On December 27, 2020, the United States enacted the Trademark Modernization Act (TMA) of 2020. The TMA, which will be implemented by December 27, 2021, aims to remove unused marks from the U.S. federal trademark register. In turn, the improved accuracy of the register will enable businesses to make more informed decisions regarding the adoption and enforcement of their marks.
In the current landscape, foreign applicants are able to register marks on the basis of a home-country registration or an extension of protection under the Madrid Protocol without having to first demonstrate use of the subject marks in U.S. commerce. There has also been a flood of use-based applications, mainly by foreign individuals and entities, accompanied by digitally-altered specimens where the “mark” has been applied to images of third-party products found on the Internet, or the specimens consist of homemade labels affixed to household products. With thousands of marks being registered through these avenues every year, the federal register has become crowded with marks that are not actually used in U.S. commerce. Removing these marks from the register is currently a time- and money-consuming endeavor.
In order to provide plaintiffs with a simpler method to remove marks from the register that are not in use in U.S. commerce, the TMA introduces two ex parte post-registration proceedings: expungement and reexamination. Any person may file a petition requesting that the USPTO institute a proceeding to expunge a registration for a mark that has never been used in commerce, or reexamine a registration for a mark that was not used in commerce as of a particular relevant date.
This type of proceeding appears to be directed at marks registered based on home-country registrations or extensions of protection under the Madrid Protocol that have never in fact been used in U.S. commerce. These proceedings may also provide a means to expunge registrations that issued based on claims of use in commerce supported by fake specimens.
Any person can bring an expungement proceeding by filing a petition with the USPTO, which alleges that a registered mark has never been used for all or some of the registered goods and/or services. The petition must include a statement that the petitioner has conducted reasonable investigation into whether the subject mark has ever been used. But what will constitute “reasonable investigation” has not yet been defined. An expungement proceeding may be brought three years after a registration date, but no later than 10 years after that date.
Reexamination proceedings will be available in cases where a mark was not in use in U.S. commerce on the date on which the applicant claimed the mark was in use, even if it was used thereafter. These proceedings might also be an appropriate means to address cases in which a fake specimen was submitted during examination.
Any person can file a petition to institute a reexamination proceeding, which alleges that a registered mark was not in use in commerce for all or some of the registered goods and/or services on or before a particular relevant date. Relevant dates include, for example, application filing dates and stated dates of first use. A reexamination proceeding must be brought within the first five years after a registration date. Similar to expungement proceedings, a party who brings a reexamination proceeding must file a petition with the USPTO and state that they have conducted reasonable investigation into whether the subject mark has been used.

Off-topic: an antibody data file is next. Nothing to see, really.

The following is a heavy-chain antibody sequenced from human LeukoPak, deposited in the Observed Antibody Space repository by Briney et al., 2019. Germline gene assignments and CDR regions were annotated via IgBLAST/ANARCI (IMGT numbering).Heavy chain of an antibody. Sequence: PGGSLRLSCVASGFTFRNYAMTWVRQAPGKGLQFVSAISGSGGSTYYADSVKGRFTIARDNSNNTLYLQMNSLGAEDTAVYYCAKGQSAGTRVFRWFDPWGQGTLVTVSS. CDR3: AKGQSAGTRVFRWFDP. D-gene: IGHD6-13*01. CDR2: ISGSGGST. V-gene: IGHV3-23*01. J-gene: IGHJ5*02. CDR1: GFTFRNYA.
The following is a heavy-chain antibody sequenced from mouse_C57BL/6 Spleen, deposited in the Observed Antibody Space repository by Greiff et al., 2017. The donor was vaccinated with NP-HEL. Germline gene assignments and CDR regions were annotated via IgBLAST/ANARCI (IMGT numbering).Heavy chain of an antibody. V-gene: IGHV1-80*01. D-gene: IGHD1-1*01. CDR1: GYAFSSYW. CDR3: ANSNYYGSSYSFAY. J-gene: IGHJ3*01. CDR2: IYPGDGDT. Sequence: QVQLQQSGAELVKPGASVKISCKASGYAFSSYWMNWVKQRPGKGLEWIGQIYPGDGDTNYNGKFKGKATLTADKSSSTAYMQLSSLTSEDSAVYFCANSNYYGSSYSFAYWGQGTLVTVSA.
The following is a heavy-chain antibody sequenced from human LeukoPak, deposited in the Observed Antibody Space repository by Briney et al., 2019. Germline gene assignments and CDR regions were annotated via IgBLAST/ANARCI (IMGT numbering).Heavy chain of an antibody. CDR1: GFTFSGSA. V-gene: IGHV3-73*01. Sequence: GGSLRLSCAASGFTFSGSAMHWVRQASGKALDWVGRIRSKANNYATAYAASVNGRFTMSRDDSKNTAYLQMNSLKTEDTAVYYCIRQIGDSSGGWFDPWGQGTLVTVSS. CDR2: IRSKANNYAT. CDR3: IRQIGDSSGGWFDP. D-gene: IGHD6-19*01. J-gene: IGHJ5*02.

Conduct of Both Proceedings
For both proceedings, if the USPTO determines that the petitioner has established a prima facie case that the registered mark was never used in commerce, or was not in use in commerce as of the relevant date, it will (1) grant the petition; (2) institute the proceeding; and (3) notify the registrant, who will then have an opportunity to respond with evidence of use in commerce or excusable nonuse.
Based on the evidence produced by the petitioner and, if applicable, the registrant, the USPTO has the discretion to cancel a registration for some or all of the goods and/or services. The registrant may appeal this decision to the Trademark Trial and Appeal Board and, if necessary, to the U.S. Court of Appeals for the Federal Circuit. If the USPTO determines that the subject mark has in fact been used for some or all of the goods and/or services, a petitioner cannot further challenge those same goods and/or services or bring a new proceeding against those same goods and/or services.
The USPTO can also initiate either of these proceedings upon information that establishes a prima facie case that a registered mark has never been used in commerce or has not been used in commerce as of a particular relevant date for some or all of the registered goods and/or services.
Although enacted, the TMA has not yet been finalized. The USPTO will draft and finalize detailed regulations implementing these new proceedings, with implementation to take effect by December 27, 2021. Trademark owners who do not engage in deceitful practices are hopeful that the new regulations will provide efficient means for clearing deadwood from the register without imposing burdensome evidentiary requirements for defending a registration.
Further information about the TMA and these proceedings can be found on the USPTO’s website.